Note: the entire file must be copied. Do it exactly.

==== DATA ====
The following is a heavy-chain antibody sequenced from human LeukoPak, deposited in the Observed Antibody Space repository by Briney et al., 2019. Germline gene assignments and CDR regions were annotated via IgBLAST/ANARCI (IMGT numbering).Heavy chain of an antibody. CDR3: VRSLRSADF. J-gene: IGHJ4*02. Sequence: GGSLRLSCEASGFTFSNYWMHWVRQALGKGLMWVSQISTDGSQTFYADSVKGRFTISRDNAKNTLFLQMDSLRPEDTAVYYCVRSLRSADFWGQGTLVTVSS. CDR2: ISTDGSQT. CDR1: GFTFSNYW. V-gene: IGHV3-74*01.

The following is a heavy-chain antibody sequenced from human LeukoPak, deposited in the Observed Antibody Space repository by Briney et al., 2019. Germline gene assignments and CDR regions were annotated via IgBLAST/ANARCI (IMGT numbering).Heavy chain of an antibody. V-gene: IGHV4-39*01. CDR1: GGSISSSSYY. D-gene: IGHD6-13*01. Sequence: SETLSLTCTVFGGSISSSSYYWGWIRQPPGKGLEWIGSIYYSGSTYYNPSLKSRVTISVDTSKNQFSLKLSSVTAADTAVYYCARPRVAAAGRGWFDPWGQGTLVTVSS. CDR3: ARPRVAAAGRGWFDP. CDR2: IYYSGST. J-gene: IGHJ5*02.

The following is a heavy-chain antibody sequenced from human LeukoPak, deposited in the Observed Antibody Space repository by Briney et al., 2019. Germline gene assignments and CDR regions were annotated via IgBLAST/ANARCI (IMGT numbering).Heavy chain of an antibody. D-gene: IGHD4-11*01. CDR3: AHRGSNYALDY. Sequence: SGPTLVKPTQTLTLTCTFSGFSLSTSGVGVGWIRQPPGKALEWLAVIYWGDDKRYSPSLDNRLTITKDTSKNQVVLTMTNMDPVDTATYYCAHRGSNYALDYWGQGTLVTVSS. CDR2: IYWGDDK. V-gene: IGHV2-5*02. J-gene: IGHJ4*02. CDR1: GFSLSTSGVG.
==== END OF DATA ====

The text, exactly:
The following is a heavy-chain antibody sequenced from human LeukoPak, deposited in the Observed Antibody Space repository by Briney et al., 2019. Germline gene assignments and CDR regions were annotated via IgBLAST/ANARCI (IMGT numbering).Heavy chain of an antibody. CDR3: VRSLRSADF. J-gene: IGHJ4*02. Sequence: GGSLRLSCEASGFTFSNYWMHWVRQALGKGLMWVSQISTDGSQTFYADSVKGRFTISRDNAKNTLFLQMDSLRPEDTAVYYCVRSLRSADFWGQGTLVTVSS. CDR2: ISTDGSQT. CDR1: GFTFSNYW. V-gene: IGHV3-74*01.

The following is a heavy-chain antibody sequenced from human LeukoPak, deposited in the Observed Antibody Space repository by Briney et al., 2019. Germline gene assignments and CDR regions were annotated via IgBLAST/ANARCI (IMGT numbering).Heavy chain of an antibody. V-gene: IGHV4-39*01. CDR1: GGSISSSSYY. D-gene: IGHD6-13*01. Sequence: SETLSLTCTVFGGSISSSSYYWGWIRQPPGKGLEWIGSIYYSGSTYYNPSLKSRVTISVDTSKNQFSLKLSSVTAADTAVYYCARPRVAAAGRGWFDPWGQGTLVTVSS. CDR3: ARPRVAAAGRGWFDP. CDR2: IYYSGST. J-gene: IGHJ5*02.

The following is a heavy-chain antibody sequenced from human LeukoPak, deposited in the Observed Antibody Space repository by Briney et al., 2019. Germline gene assignments and CDR regions were annotated via IgBLAST/ANARCI (IMGT numbering).Heavy chain of an antibody. D-gene: IGHD4-11*01. CDR3: AHRGSNYALDY. Sequence: SGPTLVKPTQTLTLTCTFSGFSLSTSGVGVGWIRQPPGKALEWLAVIYWGDDKRYSPSLDNRLTITKDTSKNQVVLTMTNMDPVDTATYYCAHRGSNYALDYWGQGTLVTVSS. CDR2: IYWGDDK. V-gene: IGHV2-5*02. J-gene: IGHJ4*02. CDR1: GFSLSTSGVG.